Higher energies and shorter distances

1. Aug 22, 2008

ghery

Hi:

In experimental HEP, Why are higher energies associated with shorter distances , and by the way, in order to reach higher energies or shorter distances, an increase in the size of the detectors is needed, Could you please tell me why?. For instance Why do we meed a particle accelerator as big as the LHC to obtain 14 TeV, couldn`t they just build a smaller accelerator that reached the same energy?

Thans a lot for your help

2. Aug 23, 2008

ZapperZ

Staff Emeritus
I was hoping that someone in high energy physics would answer at least the first part. Oh well.

The energy scale relates to the length scale that can be probed. If you have keV electrons, for example, and you shoot it at an atom, you can then probe up to the atomic length scale since that is all those electron can interact. Anything else at the nuclear level is shielded. It means you need higher energy probe, and that includes using other particles such as protons, etc. So the higher the energy of the "probe particle", the deeper and closer you can gain some information.

Hitoshi Murayama had a rather nice presentation he did at the last Advanced Accelerator Workshop this past Aug. that you might want to check (note: the download takes about a minute or so). On Page 26 of his presentation, he has some rough estimate on an energy scale relating to a length scale.

As for the second part on why the particle accelerators have to be so big (technically, why it has to be so LONG), it is more of a technical/physics issue. Currently, the accelerating structure that is commonly used is made out of ordinary metal, usually copper. These copper structures appear to have a physical limitation in the amount of RF gradient that it can withstand before undergoing a catastrophic electrical breakdown (currrently ~50 MV/m). Thus, to give charge particles a higher energy, we have to stack many of these one after another, so that the acceleration is done in stages. That's why to get to TeV scale, such accelerator facility tends to be very long. It is all due to these accelerating structures.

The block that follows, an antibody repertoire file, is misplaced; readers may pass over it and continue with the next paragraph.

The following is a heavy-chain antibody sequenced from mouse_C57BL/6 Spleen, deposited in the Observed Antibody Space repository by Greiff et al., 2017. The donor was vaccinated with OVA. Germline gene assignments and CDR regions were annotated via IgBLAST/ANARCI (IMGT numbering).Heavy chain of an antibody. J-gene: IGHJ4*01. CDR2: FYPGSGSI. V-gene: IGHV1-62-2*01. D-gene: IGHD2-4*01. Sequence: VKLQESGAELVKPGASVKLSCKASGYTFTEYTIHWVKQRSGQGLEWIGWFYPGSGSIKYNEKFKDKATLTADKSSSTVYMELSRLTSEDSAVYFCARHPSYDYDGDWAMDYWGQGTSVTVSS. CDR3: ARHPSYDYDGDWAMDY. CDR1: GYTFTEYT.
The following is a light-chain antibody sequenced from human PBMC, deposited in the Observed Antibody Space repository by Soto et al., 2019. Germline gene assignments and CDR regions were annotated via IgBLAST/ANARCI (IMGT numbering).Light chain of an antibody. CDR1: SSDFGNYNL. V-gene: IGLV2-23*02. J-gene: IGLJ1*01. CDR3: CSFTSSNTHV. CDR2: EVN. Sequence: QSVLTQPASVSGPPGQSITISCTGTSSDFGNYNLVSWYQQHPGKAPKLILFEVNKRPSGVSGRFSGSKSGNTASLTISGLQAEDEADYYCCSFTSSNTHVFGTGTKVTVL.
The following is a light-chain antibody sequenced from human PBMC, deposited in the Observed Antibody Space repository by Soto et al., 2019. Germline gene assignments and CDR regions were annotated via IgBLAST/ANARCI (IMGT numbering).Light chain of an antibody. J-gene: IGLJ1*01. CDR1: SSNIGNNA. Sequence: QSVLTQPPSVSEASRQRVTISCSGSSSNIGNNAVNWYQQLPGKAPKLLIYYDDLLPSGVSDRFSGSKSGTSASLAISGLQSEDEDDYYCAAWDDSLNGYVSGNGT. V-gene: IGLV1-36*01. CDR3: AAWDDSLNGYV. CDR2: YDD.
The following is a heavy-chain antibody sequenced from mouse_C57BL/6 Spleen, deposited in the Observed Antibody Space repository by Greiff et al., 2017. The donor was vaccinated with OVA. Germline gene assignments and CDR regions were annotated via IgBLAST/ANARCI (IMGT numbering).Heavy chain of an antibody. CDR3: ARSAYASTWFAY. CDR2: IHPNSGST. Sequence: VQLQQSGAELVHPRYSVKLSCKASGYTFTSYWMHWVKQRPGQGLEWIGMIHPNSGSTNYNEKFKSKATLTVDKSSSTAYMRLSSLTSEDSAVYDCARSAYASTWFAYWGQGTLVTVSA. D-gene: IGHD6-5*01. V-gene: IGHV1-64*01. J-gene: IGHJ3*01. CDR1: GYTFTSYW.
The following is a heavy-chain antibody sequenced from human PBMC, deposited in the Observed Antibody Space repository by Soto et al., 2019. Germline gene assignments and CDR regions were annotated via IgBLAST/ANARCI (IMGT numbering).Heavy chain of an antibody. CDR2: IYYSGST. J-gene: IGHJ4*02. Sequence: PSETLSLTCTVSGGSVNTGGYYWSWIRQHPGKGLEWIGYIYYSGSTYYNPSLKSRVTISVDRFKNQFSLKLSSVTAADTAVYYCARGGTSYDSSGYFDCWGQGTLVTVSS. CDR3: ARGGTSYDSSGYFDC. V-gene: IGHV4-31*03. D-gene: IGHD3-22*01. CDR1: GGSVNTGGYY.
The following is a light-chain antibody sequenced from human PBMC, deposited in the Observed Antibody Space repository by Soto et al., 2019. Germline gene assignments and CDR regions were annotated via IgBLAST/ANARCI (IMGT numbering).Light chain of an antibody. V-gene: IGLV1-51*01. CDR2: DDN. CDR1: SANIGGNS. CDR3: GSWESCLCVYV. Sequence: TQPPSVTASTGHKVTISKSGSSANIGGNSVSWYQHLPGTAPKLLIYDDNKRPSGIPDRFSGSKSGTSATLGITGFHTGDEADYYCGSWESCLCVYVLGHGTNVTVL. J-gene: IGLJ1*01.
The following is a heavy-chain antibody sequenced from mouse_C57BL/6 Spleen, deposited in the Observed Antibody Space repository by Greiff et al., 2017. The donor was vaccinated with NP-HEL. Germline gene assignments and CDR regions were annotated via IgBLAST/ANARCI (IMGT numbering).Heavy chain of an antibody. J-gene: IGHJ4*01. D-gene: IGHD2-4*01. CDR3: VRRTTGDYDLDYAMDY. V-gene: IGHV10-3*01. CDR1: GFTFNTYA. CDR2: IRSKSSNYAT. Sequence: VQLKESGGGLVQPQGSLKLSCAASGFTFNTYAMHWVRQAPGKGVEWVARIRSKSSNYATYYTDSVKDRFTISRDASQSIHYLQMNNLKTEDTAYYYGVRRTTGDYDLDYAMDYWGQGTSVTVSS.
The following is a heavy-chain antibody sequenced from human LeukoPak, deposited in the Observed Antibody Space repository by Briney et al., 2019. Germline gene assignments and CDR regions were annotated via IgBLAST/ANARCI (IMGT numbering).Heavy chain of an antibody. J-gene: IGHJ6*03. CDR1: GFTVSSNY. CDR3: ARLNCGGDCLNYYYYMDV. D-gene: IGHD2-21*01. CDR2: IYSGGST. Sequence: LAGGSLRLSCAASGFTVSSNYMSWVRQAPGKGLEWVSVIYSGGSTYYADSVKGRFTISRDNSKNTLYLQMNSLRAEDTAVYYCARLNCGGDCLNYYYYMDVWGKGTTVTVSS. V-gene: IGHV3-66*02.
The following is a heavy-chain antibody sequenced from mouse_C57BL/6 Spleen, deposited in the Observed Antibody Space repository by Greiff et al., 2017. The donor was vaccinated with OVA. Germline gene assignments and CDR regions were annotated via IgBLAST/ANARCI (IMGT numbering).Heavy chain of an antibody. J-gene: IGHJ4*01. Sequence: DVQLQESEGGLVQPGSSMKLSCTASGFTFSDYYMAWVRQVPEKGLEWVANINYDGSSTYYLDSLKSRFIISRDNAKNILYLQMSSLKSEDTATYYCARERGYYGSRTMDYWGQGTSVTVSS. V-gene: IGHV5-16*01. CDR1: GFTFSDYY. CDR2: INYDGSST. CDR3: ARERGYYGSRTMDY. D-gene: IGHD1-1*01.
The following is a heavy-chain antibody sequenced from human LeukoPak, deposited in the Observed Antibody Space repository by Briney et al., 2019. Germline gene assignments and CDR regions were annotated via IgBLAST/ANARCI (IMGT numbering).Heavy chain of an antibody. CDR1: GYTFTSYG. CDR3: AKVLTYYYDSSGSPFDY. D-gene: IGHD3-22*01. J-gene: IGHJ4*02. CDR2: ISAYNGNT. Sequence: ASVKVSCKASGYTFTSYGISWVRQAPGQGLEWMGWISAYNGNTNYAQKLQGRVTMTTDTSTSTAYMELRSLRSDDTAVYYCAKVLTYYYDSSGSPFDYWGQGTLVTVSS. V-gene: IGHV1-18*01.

So the obvious question following that is, in circular accelerator such as the one at the Tevatron and LHC, where the particles can be accelerated each time it comes back around and passes through these accelerating structures again and again, why do they have to be so big in diameter? The naive answer: losses due to synchrotron radiation. As you make the speed and energy of the particles larger and larger, the curvature of the path will cause even more radiation being emitted. This will not only affect the energy of the particles rather quickly. Furthermore, we also need to remember that we're accelerating not just one or two particles, but rather bunches of them. These energy losses can easily create a wider energy and momentum spread in each bunch, something you don't want since a larger variation in each bunch may get amplified each time it passes through an accelerating structure.

Zz.

3. Aug 23, 2008

malawi_glenn

why we need so big?

- momentum (and energy) depends on radius and magnetic field of the accelerator:
$$p = 0.3*B*r$$
where B is in Teslas and r is the radius in metres -> gives you p in units GeV/c

then:
$$E^2 = (pc)^2 + (mc^2)^2$$

Why need high energy to see small things?
- In order to resolve objects, one needs wavelengths of the same order or smaller to see diffraction patterns, you can't see atoms in solids using ordinary light, you must use things that has shorter wavelenghts - use electron beams.
- Associated with a particle is a wave property, see deBroigle wavelength.
- Also one wants high energy in accelerators to create new, heavy, particles